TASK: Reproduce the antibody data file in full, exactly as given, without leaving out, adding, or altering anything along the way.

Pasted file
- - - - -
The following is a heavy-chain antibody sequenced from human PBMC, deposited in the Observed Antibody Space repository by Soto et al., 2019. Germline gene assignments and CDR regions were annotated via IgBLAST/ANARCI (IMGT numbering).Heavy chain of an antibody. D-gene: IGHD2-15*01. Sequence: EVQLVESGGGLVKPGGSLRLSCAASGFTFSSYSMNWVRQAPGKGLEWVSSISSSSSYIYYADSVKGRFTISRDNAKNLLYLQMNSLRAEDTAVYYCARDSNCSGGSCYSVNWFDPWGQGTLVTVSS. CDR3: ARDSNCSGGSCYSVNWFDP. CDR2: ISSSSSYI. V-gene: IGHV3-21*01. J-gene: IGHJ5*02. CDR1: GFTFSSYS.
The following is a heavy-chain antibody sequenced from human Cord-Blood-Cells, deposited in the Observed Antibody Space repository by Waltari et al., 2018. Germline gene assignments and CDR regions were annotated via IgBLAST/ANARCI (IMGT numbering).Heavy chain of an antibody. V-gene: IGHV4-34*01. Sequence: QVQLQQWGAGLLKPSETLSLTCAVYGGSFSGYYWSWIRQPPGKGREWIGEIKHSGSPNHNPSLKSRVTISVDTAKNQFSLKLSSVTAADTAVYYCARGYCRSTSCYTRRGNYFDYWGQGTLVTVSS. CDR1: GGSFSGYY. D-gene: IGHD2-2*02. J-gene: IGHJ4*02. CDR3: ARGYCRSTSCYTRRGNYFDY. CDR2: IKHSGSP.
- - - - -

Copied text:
The following is a heavy-chain antibody sequenced from human PBMC, deposited in the Observed Antibody Space repository by Soto et al., 2019. Germline gene assignments and CDR regions were annotated via IgBLAST/ANARCI (IMGT numbering).Heavy chain of an antibody. D-gene: IGHD2-15*01. Sequence: EVQLVESGGGLVKPGGSLRLSCAASGFTFSSYSMNWVRQAPGKGLEWVSSISSSSSYIYYADSVKGRFTISRDNAKNLLYLQMNSLRAEDTAVYYCARDSNCSGGSCYSVNWFDPWGQGTLVTVSS. CDR3: ARDSNCSGGSCYSVNWFDP. CDR2: ISSSSSYI. V-gene: IGHV3-21*01. J-gene: IGHJ5*02. CDR1: GFTFSSYS.
The following is a heavy-chain antibody sequenced from human Cord-Blood-Cells, deposited in the Observed Antibody Space repository by Waltari et al., 2018. Germline gene assignments and CDR regions were annotated via IgBLAST/ANARCI (IMGT numbering).Heavy chain of an antibody. V-gene: IGHV4-34*01. Sequence: QVQLQQWGAGLLKPSETLSLTCAVYGGSFSGYYWSWIRQPPGKGREWIGEIKHSGSPNHNPSLKSRVTISVDTAKNQFSLKLSSVTAADTAVYYCARGYCRSTSCYTRRGNYFDYWGQGTLVTVSS. CDR1: GGSFSGYY. D-gene: IGHD2-2*02. J-gene: IGHJ4*02. CDR3: ARGYCRSTSCYTRRGNYFDY. CDR2: IKHSGSP.